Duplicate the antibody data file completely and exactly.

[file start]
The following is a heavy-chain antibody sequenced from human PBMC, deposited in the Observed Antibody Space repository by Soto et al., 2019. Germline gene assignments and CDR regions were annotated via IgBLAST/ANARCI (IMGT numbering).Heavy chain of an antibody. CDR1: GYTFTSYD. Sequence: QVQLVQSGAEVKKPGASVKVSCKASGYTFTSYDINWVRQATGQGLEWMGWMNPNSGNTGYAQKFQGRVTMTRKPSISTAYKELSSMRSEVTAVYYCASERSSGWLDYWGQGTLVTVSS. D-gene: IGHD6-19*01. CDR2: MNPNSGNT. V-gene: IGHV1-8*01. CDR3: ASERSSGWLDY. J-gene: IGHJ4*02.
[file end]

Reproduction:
The following is a heavy-chain antibody sequenced from human PBMC, deposited in the Observed Antibody Space repository by Soto et al., 2019. Germline gene assignments and CDR regions were annotated via IgBLAST/ANARCI (IMGT numbering).Heavy chain of an antibody. CDR1: GYTFTSYD. Sequence: QVQLVQSGAEVKKPGASVKVSCKASGYTFTSYDINWVRQATGQGLEWMGWMNPNSGNTGYAQKFQGRVTMTRKPSISTAYKELSSMRSEVTAVYYCASERSSGWLDYWGQGTLVTVSS. D-gene: IGHD6-19*01. CDR2: MNPNSGNT. V-gene: IGHV1-8*01. CDR3: ASERSSGWLDY. J-gene: IGHJ4*02.